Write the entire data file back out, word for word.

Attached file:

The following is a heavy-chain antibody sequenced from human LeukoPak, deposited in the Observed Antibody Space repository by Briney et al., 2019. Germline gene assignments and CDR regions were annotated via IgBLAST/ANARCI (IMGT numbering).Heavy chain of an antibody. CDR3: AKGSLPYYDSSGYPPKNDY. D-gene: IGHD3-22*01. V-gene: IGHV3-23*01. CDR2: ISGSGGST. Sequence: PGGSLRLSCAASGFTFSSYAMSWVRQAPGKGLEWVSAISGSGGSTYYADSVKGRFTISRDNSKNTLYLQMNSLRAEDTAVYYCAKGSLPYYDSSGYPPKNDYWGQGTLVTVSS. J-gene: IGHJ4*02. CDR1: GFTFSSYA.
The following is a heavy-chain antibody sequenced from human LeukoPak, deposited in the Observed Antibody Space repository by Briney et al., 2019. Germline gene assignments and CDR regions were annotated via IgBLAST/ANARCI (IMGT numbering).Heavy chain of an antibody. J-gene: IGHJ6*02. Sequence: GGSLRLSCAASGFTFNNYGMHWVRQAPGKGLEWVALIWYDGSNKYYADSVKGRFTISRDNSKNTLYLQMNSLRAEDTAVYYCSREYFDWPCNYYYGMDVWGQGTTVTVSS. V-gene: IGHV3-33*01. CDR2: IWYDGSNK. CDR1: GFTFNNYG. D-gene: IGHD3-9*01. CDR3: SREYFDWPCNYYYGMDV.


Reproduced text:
The following is a heavy-chain antibody sequenced from human LeukoPak, deposited in the Observed Antibody Space repository by Briney et al., 2019. Germline gene assignments and CDR regions were annotated via IgBLAST/ANARCI (IMGT numbering).Heavy chain of an antibody. CDR3: AKGSLPYYDSSGYPPKNDY. D-gene: IGHD3-22*01. V-gene: IGHV3-23*01. CDR2: ISGSGGST. Sequence: PGGSLRLSCAASGFTFSSYAMSWVRQAPGKGLEWVSAISGSGGSTYYADSVKGRFTISRDNSKNTLYLQMNSLRAEDTAVYYCAKGSLPYYDSSGYPPKNDYWGQGTLVTVSS. J-gene: IGHJ4*02. CDR1: GFTFSSYA.
The following is a heavy-chain antibody sequenced from human LeukoPak, deposited in the Observed Antibody Space repository by Briney et al., 2019. Germline gene assignments and CDR regions were annotated via IgBLAST/ANARCI (IMGT numbering).Heavy chain of an antibody. J-gene: IGHJ6*02. Sequence: GGSLRLSCAASGFTFNNYGMHWVRQAPGKGLEWVALIWYDGSNKYYADSVKGRFTISRDNSKNTLYLQMNSLRAEDTAVYYCSREYFDWPCNYYYGMDVWGQGTTVTVSS. V-gene: IGHV3-33*01. CDR2: IWYDGSNK. CDR1: GFTFNNYG. D-gene: IGHD3-9*01. CDR3: SREYFDWPCNYYYGMDV.